ies” who have an opinion about their food, want to learn more and have an interest in experimenting with food, Purdy’s developed a plan to prepare retail staff to share knowledge and delight customers. The Chocolate Con- noisseur training program takes people

    who have passion, energy and excite- ment and helps them become “fantas- tic people offering fantastic chocolates for a fantastic experience.”

    At Purdy’s nearby retail store, Higgins led the RCI members in a sensory pres- entation, reminding them that part of the company’s Connoisseur training means that a team member can describe an item to a potential customer in terms the customer will understand and in a way that will entice. In late 2011 Higgins traveled to

    Ghana with Karen Flavelle, Purdy’s CEO, as part of Purdy’s ongoing part- nership with the World Cocoa Foun- dation. From that trip, Purdy’s pro- duced a video so employees and customers can see some of the connec- tion between the chocolate sold by Purdy’s and the people in that cocoa- growing area. Farmer education and grants for single mothers starting busi- nesses are two examples of Purdy’s Chocolates making a difference.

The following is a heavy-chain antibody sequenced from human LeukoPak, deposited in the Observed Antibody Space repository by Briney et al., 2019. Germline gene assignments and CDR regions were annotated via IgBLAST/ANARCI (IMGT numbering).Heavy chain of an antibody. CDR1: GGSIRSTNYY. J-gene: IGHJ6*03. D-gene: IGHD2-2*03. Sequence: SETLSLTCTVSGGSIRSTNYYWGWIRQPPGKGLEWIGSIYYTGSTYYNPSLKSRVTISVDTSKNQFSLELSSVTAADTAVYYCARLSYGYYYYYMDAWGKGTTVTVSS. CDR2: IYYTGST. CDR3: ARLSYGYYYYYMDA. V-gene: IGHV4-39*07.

At Purdy’s stores they display posters with a QR code (for customers with smart phones) to link to videos about Purdy’s involvement with cocoa-grow- ing communities. As Purdy’s leaders impart knowledge

    and passion, staff can enhance the cus- tomer’s experience of quality chocolates.


    The Purdy’s store that RCI toured in Ontario is in the Oakville Place Mall. This 1,000 sq ft retail store’s most popu- lar items are Hedgehogs, English toffee and Sweet Georgia Browns.

    A new item for Purdy’s is the Turona. Named after a 16th century Spanish confection, Turona uses cocoa har- vested from a single Peruvian planta- tion, which previously grew bananas. The cocoa retains a flavor of the fruit. The first layer of Turona is gianduja — a puree of almond, hazelnut and milk chocolate, plus French pastry flakes.